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buy now pay later

Pick Your Poison: Pros and Cons of Buy Now, Pay Later vs Credit Cards

There’s no denying that our every day lives are expensive. From rent to groceries, the list of expenses goes on and on. Sigh. And for big ticket items, like furniture or a new car, it can be tough to save up the cash to make the purchase outright. There are a number of factors that will influence your purchase options such as a low income, high costs of living, or large amounts of debt. In this guide, we’ll explore which buying option suits you best: buy now pay later vs credit cards.

What Is Buy Now Pay Later?

Folks, it’s as easy at it sounds. Buy now, pay later (BNPL) is a financing avenue that allows shoppers to buy something but pay for it later. The payment is done within a stipulated interest-free time period in three or more installments. There are certified BNPL providers that settle the bill with the sellers outright.

Who Is BNPL for?

While anyone can avail these schemes, the targeted demographic for this purchasing option is cash-strapped millennials. Hits too close to home, right? Basically, if you’re young, new-to-credit, and don’t have credit cards, BNPL is the perfect way to buy what you want.

What Can You Buy With the Paying Later Option?

buy now pay later vs credit cards
Source: C + R Research

Since more and more millennials are flocking to cashless transactions, BNPL is available for a huge variety of items! Have a look below:

What Is the Difference Between Credit Card and BNPL?

credit cards

With a credit card, you have the option to convert your purchase into equated monthly installments (EMIs) spanning over several months, usually up to 12 months. Sometimes, it can be as long as 3 years. This lets you pay for your purchase in smaller installments, which makes it more manageable financially.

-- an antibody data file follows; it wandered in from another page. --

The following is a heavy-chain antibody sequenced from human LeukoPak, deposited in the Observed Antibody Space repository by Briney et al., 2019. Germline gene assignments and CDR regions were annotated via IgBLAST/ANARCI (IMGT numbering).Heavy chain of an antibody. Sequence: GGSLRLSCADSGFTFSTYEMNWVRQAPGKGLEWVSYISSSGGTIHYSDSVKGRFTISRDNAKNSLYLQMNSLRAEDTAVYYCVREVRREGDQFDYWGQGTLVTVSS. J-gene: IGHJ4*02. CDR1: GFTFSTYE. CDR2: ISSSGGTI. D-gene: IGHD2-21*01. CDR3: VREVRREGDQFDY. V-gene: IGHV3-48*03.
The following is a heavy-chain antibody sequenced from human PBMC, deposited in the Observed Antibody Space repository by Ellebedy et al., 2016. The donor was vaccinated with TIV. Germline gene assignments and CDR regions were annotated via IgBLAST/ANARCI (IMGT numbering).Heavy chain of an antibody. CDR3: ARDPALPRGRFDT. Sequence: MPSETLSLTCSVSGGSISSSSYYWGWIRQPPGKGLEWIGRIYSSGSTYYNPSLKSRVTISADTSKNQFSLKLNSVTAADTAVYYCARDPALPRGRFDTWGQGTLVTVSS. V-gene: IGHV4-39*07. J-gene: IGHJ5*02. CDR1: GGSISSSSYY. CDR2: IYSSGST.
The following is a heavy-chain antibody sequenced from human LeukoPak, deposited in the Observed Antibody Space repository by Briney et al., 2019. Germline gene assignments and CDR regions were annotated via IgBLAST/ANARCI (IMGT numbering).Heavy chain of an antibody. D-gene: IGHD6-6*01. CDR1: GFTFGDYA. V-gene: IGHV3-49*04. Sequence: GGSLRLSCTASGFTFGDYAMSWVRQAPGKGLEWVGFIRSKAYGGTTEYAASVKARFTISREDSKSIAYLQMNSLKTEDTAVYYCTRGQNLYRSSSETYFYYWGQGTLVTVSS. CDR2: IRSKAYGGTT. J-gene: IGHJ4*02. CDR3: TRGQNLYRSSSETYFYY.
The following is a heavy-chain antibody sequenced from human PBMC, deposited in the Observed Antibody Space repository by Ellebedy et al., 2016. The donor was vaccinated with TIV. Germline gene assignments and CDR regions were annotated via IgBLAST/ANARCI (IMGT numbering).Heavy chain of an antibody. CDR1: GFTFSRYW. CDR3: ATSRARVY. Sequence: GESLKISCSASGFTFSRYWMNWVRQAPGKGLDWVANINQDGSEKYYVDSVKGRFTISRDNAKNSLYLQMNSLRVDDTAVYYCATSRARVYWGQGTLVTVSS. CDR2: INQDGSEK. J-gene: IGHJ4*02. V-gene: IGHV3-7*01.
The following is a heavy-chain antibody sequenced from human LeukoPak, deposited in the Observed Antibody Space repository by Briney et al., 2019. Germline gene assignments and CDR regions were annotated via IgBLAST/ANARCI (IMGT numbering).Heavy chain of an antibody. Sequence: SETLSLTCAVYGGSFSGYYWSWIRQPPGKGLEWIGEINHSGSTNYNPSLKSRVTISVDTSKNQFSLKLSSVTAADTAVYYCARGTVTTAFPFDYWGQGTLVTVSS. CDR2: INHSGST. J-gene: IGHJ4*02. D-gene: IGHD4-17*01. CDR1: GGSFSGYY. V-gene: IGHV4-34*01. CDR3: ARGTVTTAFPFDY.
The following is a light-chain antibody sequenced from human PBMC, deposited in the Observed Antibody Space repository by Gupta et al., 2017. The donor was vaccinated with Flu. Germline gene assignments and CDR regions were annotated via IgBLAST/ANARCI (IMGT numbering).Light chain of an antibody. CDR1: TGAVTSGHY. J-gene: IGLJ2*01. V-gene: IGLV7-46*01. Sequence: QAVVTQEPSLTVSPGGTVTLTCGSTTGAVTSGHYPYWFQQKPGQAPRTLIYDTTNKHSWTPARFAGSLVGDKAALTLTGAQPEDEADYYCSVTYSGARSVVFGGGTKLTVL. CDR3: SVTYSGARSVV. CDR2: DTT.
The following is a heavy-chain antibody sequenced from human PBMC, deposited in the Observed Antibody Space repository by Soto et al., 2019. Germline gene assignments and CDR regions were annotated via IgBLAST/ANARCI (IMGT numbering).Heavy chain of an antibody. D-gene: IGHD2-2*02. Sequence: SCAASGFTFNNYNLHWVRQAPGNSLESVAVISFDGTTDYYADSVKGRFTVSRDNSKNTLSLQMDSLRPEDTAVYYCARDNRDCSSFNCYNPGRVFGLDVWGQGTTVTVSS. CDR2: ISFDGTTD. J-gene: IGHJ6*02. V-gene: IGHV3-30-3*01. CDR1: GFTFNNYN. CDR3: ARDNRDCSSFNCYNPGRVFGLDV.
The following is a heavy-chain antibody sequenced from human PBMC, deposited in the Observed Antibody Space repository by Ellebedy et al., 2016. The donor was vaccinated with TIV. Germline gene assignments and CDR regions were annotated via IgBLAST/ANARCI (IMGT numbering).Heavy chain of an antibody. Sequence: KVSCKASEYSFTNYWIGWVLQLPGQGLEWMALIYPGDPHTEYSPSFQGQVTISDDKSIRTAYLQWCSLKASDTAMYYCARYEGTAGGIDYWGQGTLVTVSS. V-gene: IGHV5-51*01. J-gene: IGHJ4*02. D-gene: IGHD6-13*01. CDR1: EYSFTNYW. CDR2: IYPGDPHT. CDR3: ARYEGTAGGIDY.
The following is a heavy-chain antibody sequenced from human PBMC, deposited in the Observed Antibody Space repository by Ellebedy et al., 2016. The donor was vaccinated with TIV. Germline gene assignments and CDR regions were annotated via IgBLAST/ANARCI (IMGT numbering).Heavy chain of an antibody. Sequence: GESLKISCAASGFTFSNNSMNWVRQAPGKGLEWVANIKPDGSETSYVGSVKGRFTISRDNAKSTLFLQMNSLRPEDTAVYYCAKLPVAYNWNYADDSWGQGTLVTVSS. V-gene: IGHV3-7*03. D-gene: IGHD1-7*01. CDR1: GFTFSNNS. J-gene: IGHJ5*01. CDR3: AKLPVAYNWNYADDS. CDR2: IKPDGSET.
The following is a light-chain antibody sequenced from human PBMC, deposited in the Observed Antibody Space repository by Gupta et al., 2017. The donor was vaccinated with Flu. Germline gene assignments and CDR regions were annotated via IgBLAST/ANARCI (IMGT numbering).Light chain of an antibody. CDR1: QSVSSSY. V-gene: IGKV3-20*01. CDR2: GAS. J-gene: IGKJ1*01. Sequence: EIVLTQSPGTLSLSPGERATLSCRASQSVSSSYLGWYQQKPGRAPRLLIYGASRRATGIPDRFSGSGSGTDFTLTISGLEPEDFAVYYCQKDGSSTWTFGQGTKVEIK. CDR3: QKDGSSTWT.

Buy Now Pay Later vs Credit Cards: Interest-Free Period

Most credit cards offer an interest-free credit period of up to 45 days. Buy now, pay later, offers a shorter interest-free credit period of up to 15 days.

However, some BNPL lenders offer up to 45 days of this interest-free period.

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Choose Your Purchasing Option: Buy Now Pay Later vs Credit Cards

Buy Now Pay Later

No Hard Credit Check: Many, but not all, BNPL providers don’t perform a hard credit check when you open an account. However, some of them will perform a soft credit pull, which doesn’t impact your credit score in any way! Therefore, it’s easier than qualifying for a credit card.Late Fees: If you forget to make a payment or don’t have enough funds in your linked bank account, you may be charged late fees. While many of them are reasonable flat-rate fees in line with those assessed by credit cards, these can add up over time. Therefore, it’s best to pay your dues on time. Also, be careful of deferred interest promotions. If you don’t pay off the balance in full by the end of the promotional period, you’ll be hit with interest from the original purchase date.